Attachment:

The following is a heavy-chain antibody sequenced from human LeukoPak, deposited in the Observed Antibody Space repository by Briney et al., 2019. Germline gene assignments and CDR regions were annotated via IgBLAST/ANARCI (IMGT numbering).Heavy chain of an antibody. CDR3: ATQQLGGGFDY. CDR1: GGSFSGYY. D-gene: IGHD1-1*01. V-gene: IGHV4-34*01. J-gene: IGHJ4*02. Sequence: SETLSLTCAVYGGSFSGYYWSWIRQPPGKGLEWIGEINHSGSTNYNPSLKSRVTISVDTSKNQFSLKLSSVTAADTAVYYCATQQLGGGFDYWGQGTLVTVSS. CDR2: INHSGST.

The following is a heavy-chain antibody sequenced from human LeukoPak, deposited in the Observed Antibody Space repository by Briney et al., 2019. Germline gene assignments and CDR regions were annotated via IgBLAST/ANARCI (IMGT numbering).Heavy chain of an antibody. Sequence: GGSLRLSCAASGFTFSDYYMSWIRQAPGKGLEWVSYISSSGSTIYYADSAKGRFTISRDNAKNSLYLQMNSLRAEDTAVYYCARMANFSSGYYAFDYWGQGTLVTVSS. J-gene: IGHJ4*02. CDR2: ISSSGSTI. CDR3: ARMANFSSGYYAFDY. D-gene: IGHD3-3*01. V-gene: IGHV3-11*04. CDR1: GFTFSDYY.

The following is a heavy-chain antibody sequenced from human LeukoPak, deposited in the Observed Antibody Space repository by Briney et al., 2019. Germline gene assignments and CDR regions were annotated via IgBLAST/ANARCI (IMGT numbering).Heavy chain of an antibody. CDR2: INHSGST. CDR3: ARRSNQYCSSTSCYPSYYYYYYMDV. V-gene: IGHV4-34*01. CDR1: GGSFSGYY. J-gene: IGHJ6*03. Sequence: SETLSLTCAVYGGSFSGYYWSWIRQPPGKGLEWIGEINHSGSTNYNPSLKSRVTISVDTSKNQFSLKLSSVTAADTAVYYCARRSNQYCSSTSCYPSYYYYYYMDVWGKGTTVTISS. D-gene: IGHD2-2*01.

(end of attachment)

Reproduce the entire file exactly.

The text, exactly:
The following is a heavy-chain antibody sequenced from human LeukoPak, deposited in the Observed Antibody Space repository by Briney et al., 2019. Germline gene assignments and CDR regions were annotated via IgBLAST/ANARCI (IMGT numbering).Heavy chain of an antibody. CDR3: ATQQLGGGFDY. CDR1: GGSFSGYY. D-gene: IGHD1-1*01. V-gene: IGHV4-34*01. J-gene: IGHJ4*02. Sequence: SETLSLTCAVYGGSFSGYYWSWIRQPPGKGLEWIGEINHSGSTNYNPSLKSRVTISVDTSKNQFSLKLSSVTAADTAVYYCATQQLGGGFDYWGQGTLVTVSS. CDR2: INHSGST.

The following is a heavy-chain antibody sequenced from human LeukoPak, deposited in the Observed Antibody Space repository by Briney et al., 2019. Germline gene assignments and CDR regions were annotated via IgBLAST/ANARCI (IMGT numbering).Heavy chain of an antibody. Sequence: GGSLRLSCAASGFTFSDYYMSWIRQAPGKGLEWVSYISSSGSTIYYADSAKGRFTISRDNAKNSLYLQMNSLRAEDTAVYYCARMANFSSGYYAFDYWGQGTLVTVSS. J-gene: IGHJ4*02. CDR2: ISSSGSTI. CDR3: ARMANFSSGYYAFDY. D-gene: IGHD3-3*01. V-gene: IGHV3-11*04. CDR1: GFTFSDYY.

The following is a heavy-chain antibody sequenced from human LeukoPak, deposited in the Observed Antibody Space repository by Briney et al., 2019. Germline gene assignments and CDR regions were annotated via IgBLAST/ANARCI (IMGT numbering).Heavy chain of an antibody. CDR2: INHSGST. CDR3: ARRSNQYCSSTSCYPSYYYYYYMDV. V-gene: IGHV4-34*01. CDR1: GGSFSGYY. J-gene: IGHJ6*03. Sequence: SETLSLTCAVYGGSFSGYYWSWIRQPPGKGLEWIGEINHSGSTNYNPSLKSRVTISVDTSKNQFSLKLSSVTAADTAVYYCARRSNQYCSSTSCYPSYYYYYYMDVWGKGTTVTISS. D-gene: IGHD2-2*01.